Reuniting lost dogs with owners is a little easier with social media

It was pushing sundown on a Tuesday and Cindee Lyons had just met a stranger in a parking lot for a dog handoff.

“I have a little schnauzer co-pilot that was found in Bothell that I had to go pick up,” she said by phone. “I will do anything to try to help out a lost dog.”

Lyons is a volunteer admin on the Facebook page “Lost Dogs of Snohomish County (Washington)” that connects dogs with their owners.

It works like this:

“Someone posted they found the dog and we kind of networked and she ended up in my car,” Lyons said. “Through the page we have someone who is going to foster it and now I am going to take it over to her house for the night and hopefully we can find the owner. Someone has already placed a Craigslist ad for it.”

It was only a matter of time before social media went to the dogs.

In a good way, that is.

Posting pictures of lost and found dogs online reaches a wider audience than a photo taped to a utility pole, though that is also done to complement the search. Lyons keeps a stack of wanted posters in her car to hand out and put up. A photo is also posted on the Craigslist’s classifieds to further spread the word and reach people who don’t use social media or this Lost Dogs page.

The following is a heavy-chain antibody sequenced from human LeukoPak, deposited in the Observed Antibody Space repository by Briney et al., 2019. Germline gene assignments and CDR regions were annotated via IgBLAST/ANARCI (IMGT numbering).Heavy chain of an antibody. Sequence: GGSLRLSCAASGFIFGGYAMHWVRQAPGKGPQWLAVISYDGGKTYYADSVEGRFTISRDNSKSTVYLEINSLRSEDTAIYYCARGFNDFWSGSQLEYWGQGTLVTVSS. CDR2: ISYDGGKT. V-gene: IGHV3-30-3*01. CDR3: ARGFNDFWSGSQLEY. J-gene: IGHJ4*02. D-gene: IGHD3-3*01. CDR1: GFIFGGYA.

There are other Facebook sites dedicated to reuniting pets in the Puget Sound area, including a sister page “Lost Cats of Snohomish County” and pages specific to towns and nearby counties. Links to these are listed on the Lost Dogs page that was created two years ago and has about 8,500 members that include pet owners and specialists.

Members must be approved by admins after clicking “Join Group.”

“We make sure it’s not a fake profile,” said Lost Dogs admin Kristi Walker-Everett, 42, a Hallmark Homes real estate agent who has five dogs.

The page has an Amazon wish list for donations such as pet treats, leashes and posterboard. “We do not take cash. We are not a nonprofit,” Walker-Everett said.

The group does not do adoptions, re-homings or interventions.

“We are not rescuers,” Walker-Everett said. “We are a support team to help in any way. We will coordinate search parties and hang signs.”

The Lost Dogs page gets numerous exchanges, comments, shares and new posts daily. Some dogs have been lost for weeks, such as Mr. Marbles, a fluffy little black-and-white mixed breed lost Feb. 7 in Everett. (Herald readers might remember Mr. Marbles in happier times from a story two years ago about his first birthday party at a dog dining cafe in Edmonds with his pooch pals.)

On the Lost Dogs page are real time sightings of dogs found, possibly before their owners realize they are missing. Example of a post, with photo: “Just seen by Echo Lake golf course. Brown collar, looks skinny. Couldn’t catch him. Though I didn’t chase.”

When a dog is found, the first step is to scan the dog for a microchip. Animal shelters and most veterinarians will do this at no charge.

Lost Dogs admins keep in touch with Everett Animal Shelter and other agencies, which also use social media for outreach and to network.

“We monitor those sites,” said Everett Animal Shelter spokeswoman Shannon Johnson. “We communicate back and forth. Their hearts are in the right place and they do good work. They are right on top of things.”

But not everybody is tech savvy or inclined to turn to Facebook, so she advises those with lost or found pets to always check with the shelter to avoid any missed connections.

“The shelter is where people go to look for animals. A lot of people wouldn’t think to look on a social media site,” Johnson said.